Haglund’s deformity, posterior heel spur, pump bump, and retrocalcaneal exostoses all have the same meaning
Haglund’s deformity or “pump bump” is a bony enlargement on the back of the heel. It is caused by wearing stiff or rigid shoes that sandwich the Achilles tendon between the bony enlargement on the back of the Achilles. The soft tissue near the Achilles tendon becomes irritated when the bone rubs against the tendon in closed stiff shoes or while wearing high heels. This often leads to painful bursitis between the Achilles and calcaneus and a tear or inflammation of the Achilles.
Our board-certified foot and ankle specialist can determine if you have or where your spur is present. Sometimes an MRI will be needed to evaluate the Achilles tendon and determine if there is any tearing present.
Symptoms of Haglund’s deformity include:
- Pain with palpation to the posterior lateral aspect of the Achilles attachment
- Redness near the attachment
- Pain after exercise
- Swelling or a “bump” near the back of the heel
Treatment of Haglund’s deformity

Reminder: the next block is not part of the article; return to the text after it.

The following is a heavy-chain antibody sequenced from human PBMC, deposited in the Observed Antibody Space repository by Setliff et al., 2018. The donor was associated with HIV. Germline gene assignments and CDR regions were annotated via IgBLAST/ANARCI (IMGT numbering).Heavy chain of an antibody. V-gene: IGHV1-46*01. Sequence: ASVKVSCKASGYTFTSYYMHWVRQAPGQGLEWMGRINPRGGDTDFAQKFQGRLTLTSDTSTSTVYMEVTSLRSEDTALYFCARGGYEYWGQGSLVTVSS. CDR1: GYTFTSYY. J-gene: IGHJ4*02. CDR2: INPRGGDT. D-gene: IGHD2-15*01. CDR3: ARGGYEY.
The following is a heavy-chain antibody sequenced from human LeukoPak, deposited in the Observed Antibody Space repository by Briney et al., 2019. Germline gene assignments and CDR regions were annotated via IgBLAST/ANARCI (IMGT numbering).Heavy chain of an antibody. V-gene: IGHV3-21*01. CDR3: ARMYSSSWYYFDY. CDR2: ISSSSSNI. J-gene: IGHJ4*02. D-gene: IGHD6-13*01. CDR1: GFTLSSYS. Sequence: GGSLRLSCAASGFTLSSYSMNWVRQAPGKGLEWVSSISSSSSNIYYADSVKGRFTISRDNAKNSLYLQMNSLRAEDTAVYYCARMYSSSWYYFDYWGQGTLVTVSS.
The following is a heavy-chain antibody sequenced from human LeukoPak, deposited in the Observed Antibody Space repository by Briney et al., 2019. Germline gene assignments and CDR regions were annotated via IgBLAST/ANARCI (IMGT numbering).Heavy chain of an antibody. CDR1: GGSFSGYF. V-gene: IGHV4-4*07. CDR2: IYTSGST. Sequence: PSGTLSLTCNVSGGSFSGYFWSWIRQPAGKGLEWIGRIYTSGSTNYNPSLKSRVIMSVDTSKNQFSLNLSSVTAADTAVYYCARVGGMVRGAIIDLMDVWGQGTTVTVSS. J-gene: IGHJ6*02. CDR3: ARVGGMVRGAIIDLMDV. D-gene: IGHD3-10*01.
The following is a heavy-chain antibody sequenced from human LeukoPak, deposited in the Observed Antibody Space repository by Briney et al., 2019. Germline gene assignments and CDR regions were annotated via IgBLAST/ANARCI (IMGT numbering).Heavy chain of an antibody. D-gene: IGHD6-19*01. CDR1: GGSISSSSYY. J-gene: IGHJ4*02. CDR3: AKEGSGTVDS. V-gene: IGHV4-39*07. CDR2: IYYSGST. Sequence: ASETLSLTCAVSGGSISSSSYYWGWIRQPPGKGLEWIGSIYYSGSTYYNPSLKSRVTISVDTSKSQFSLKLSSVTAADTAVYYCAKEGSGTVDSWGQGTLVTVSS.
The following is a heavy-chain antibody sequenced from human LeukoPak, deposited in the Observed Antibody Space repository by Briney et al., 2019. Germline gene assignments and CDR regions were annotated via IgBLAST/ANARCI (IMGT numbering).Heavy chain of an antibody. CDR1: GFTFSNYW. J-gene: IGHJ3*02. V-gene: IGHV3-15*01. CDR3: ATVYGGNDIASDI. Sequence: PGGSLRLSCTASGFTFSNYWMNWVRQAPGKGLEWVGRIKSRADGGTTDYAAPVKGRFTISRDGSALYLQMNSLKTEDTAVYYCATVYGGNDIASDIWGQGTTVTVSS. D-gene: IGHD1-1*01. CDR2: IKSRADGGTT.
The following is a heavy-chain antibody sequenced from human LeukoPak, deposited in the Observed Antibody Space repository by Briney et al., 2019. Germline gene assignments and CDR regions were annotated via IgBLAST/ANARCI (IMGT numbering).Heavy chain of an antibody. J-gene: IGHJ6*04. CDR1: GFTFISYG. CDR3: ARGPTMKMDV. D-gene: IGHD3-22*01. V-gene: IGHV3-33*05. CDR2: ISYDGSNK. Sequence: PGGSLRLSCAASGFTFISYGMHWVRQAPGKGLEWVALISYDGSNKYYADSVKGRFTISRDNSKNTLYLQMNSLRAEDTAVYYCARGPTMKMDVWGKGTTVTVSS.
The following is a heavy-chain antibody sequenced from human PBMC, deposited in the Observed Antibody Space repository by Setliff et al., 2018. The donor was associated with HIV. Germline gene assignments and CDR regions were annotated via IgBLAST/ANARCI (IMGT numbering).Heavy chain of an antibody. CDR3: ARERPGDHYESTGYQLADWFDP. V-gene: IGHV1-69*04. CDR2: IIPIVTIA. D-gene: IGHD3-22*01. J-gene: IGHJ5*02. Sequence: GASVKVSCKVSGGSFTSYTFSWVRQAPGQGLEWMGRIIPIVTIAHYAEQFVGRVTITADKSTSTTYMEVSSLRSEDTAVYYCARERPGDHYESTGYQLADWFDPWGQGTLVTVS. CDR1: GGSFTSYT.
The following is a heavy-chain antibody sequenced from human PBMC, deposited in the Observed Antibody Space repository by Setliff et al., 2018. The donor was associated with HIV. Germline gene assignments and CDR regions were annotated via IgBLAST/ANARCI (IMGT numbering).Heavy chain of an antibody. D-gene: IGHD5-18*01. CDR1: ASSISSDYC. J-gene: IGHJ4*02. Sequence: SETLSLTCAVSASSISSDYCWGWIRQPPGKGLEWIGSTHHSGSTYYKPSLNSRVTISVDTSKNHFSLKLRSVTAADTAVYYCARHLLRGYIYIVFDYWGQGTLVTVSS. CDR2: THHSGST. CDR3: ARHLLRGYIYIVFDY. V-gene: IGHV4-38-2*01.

Conservative care ranges from stretching exercises, heel lifts, orthotics, anti-inflammatories, and sometimes immobilization. Most patients respond to the correct biomechanical adjustments made to their shoes. PRP or Amniotic stem cell injection have been game-changers in having patients avoid the operating room. Unfortunately, sometimes surgery is required for this condition. When a Haglund’s deformity is present without a calcaneal heel spur then the Achilles tendon does not need to be removed from its insertion on the calcaneus and a section of bone will be removed. When a heel spur is present, the Achilles must be removed from its insertion to remove the spur. At the Foot, Ankle & Leg Vein Center, we utilize the newest techniques to reattach the tendon (Speedbridge). This allows the patient to weight bear within 2-4 weeks after surgery in a cam walker and significantly reduces recovery time from traditional methods.